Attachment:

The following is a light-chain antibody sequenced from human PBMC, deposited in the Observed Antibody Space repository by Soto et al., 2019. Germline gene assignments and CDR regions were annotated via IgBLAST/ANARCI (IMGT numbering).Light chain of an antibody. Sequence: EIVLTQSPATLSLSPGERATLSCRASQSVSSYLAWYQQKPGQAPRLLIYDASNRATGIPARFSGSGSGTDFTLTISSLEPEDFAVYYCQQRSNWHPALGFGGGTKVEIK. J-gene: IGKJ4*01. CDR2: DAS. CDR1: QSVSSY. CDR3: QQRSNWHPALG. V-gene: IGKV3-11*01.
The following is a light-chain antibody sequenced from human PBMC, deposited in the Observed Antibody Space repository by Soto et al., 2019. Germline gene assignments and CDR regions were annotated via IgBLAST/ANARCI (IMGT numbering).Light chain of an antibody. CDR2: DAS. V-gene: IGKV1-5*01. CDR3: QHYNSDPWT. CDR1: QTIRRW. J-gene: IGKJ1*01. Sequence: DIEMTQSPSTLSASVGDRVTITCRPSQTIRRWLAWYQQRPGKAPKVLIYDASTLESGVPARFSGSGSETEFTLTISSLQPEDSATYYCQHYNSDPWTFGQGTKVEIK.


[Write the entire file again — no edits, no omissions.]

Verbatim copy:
The following is a light-chain antibody sequenced from human PBMC, deposited in the Observed Antibody Space repository by Soto et al., 2019. Germline gene assignments and CDR regions were annotated via IgBLAST/ANARCI (IMGT numbering).Light chain of an antibody. Sequence: EIVLTQSPATLSLSPGERATLSCRASQSVSSYLAWYQQKPGQAPRLLIYDASNRATGIPARFSGSGSGTDFTLTISSLEPEDFAVYYCQQRSNWHPALGFGGGTKVEIK. J-gene: IGKJ4*01. CDR2: DAS. CDR1: QSVSSY. CDR3: QQRSNWHPALG. V-gene: IGKV3-11*01.
The following is a light-chain antibody sequenced from human PBMC, deposited in the Observed Antibody Space repository by Soto et al., 2019. Germline gene assignments and CDR regions were annotated via IgBLAST/ANARCI (IMGT numbering).Light chain of an antibody. CDR2: DAS. V-gene: IGKV1-5*01. CDR3: QHYNSDPWT. CDR1: QTIRRW. J-gene: IGKJ1*01. Sequence: DIEMTQSPSTLSASVGDRVTITCRPSQTIRRWLAWYQQRPGKAPKVLIYDASTLESGVPARFSGSGSETEFTLTISSLQPEDSATYYCQHYNSDPWTFGQGTKVEIK.